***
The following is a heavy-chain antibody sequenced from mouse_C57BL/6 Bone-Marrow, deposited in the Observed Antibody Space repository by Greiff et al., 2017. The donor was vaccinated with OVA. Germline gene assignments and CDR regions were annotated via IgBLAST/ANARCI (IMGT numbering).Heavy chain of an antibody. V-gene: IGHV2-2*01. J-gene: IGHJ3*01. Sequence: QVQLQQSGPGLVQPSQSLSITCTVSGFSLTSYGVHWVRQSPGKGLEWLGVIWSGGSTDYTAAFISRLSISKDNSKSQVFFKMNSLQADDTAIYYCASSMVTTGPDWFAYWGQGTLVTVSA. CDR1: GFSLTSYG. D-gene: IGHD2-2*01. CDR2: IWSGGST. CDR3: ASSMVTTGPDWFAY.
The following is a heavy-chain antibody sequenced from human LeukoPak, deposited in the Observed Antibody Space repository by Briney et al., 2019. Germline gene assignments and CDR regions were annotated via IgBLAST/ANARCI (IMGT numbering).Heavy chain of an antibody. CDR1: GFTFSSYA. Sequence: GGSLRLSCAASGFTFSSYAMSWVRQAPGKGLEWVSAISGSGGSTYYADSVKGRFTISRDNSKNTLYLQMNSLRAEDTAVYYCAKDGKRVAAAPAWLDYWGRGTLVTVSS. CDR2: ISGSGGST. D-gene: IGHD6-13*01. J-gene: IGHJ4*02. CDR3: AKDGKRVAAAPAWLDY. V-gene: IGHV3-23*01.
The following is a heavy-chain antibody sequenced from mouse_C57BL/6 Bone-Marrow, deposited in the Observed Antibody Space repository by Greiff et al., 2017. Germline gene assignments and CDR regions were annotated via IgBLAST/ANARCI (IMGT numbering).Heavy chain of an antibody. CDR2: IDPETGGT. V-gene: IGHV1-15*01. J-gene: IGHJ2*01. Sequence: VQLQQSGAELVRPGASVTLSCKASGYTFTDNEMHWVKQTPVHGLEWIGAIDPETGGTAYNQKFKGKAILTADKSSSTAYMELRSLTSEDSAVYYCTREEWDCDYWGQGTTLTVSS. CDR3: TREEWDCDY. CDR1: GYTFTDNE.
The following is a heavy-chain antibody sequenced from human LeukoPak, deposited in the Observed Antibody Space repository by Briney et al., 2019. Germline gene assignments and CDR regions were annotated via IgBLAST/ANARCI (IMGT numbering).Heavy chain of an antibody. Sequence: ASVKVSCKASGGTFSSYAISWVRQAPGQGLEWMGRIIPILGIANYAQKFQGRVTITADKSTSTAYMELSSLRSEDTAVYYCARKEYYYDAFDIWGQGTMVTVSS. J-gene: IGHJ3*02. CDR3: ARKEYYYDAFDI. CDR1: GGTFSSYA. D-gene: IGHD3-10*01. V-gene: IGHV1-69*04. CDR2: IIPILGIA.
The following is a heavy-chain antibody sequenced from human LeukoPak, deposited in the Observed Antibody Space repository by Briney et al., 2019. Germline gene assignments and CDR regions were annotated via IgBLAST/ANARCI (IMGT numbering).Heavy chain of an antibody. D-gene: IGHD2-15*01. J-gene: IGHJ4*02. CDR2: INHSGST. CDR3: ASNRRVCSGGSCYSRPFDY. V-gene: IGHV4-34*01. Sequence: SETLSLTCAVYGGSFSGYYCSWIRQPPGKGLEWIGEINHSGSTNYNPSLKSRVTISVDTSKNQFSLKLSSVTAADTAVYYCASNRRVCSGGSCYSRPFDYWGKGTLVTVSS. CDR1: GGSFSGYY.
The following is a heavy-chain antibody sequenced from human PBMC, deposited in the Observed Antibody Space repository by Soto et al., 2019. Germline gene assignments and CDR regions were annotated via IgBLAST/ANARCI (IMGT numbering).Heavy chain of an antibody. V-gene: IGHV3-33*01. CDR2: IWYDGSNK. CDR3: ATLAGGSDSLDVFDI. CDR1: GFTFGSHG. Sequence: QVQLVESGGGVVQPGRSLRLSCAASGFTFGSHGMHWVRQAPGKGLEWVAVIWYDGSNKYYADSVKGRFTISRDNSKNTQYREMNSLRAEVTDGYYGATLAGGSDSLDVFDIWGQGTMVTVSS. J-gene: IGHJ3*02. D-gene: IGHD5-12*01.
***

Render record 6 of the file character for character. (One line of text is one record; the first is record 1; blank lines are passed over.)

The following is a heavy-chain antibody sequenced from human PBMC, deposited in the Observed Antibody Space repository by Soto et al., 2019. Germline gene assignments and CDR regions were annotated via IgBLAST/ANARCI (IMGT numbering).Heavy chain of an antibody. V-gene: IGHV3-33*01. CDR2: IWYDGSNK. CDR3: ATLAGGSDSLDVFDI. CDR1: GFTFGSHG. Sequence: QVQLVESGGGVVQPGRSLRLSCAASGFTFGSHGMHWVRQAPGKGLEWVAVIWYDGSNKYYADSVKGRFTISRDNSKNTQYREMNSLRAEVTDGYYGATLAGGSDSLDVFDIWGQGTMVTVSS. J-gene: IGHJ3*02. D-gene: IGHD5-12*01.